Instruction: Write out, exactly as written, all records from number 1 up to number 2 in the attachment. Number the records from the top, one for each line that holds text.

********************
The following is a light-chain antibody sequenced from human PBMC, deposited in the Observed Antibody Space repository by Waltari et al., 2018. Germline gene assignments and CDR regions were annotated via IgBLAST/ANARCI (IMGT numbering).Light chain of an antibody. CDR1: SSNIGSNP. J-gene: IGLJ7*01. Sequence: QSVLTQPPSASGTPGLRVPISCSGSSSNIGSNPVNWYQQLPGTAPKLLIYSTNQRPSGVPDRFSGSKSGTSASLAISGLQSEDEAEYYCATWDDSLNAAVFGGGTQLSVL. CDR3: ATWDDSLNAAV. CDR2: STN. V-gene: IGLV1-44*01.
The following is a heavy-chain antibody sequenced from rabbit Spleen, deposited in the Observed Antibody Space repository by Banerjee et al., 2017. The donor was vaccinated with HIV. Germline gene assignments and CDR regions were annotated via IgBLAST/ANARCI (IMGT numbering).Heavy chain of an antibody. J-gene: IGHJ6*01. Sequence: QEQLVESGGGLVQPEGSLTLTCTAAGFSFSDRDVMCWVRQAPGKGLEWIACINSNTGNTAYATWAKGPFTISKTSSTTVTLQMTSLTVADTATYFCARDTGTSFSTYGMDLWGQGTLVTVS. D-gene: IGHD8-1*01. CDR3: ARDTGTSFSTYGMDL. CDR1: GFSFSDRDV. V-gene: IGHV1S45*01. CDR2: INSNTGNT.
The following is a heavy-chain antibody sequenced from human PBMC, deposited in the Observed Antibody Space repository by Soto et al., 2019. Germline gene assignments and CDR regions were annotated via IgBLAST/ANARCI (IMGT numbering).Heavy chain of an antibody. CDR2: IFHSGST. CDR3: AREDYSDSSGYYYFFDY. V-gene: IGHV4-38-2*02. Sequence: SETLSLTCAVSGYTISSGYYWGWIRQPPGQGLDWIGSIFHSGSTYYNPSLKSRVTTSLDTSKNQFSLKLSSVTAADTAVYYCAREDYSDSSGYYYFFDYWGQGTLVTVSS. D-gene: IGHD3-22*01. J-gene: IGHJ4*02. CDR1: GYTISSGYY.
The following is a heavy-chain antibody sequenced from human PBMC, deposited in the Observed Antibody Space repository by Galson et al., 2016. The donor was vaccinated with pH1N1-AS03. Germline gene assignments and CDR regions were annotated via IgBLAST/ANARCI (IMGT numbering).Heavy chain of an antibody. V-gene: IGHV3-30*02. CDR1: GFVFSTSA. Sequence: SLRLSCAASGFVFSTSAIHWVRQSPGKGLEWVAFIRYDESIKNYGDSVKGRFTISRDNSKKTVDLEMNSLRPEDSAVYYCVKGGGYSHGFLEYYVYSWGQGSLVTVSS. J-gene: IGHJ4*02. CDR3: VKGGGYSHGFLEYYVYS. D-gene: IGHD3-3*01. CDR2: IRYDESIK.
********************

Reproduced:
The following is a light-chain antibody sequenced from human PBMC, deposited in the Observed Antibody Space repository by Waltari et al., 2018. Germline gene assignments and CDR regions were annotated via IgBLAST/ANARCI (IMGT numbering).Light chain of an antibody. CDR1: SSNIGSNP. J-gene: IGLJ7*01. Sequence: QSVLTQPPSASGTPGLRVPISCSGSSSNIGSNPVNWYQQLPGTAPKLLIYSTNQRPSGVPDRFSGSKSGTSASLAISGLQSEDEAEYYCATWDDSLNAAVFGGGTQLSVL. CDR3: ATWDDSLNAAV. CDR2: STN. V-gene: IGLV1-44*01.
The following is a heavy-chain antibody sequenced from rabbit Spleen, deposited in the Observed Antibody Space repository by Banerjee et al., 2017. The donor was vaccinated with HIV. Germline gene assignments and CDR regions were annotated via IgBLAST/ANARCI (IMGT numbering).Heavy chain of an antibody. J-gene: IGHJ6*01. Sequence: QEQLVESGGGLVQPEGSLTLTCTAAGFSFSDRDVMCWVRQAPGKGLEWIACINSNTGNTAYATWAKGPFTISKTSSTTVTLQMTSLTVADTATYFCARDTGTSFSTYGMDLWGQGTLVTVS. D-gene: IGHD8-1*01. CDR3: ARDTGTSFSTYGMDL. CDR1: GFSFSDRDV. V-gene: IGHV1S45*01. CDR2: INSNTGNT.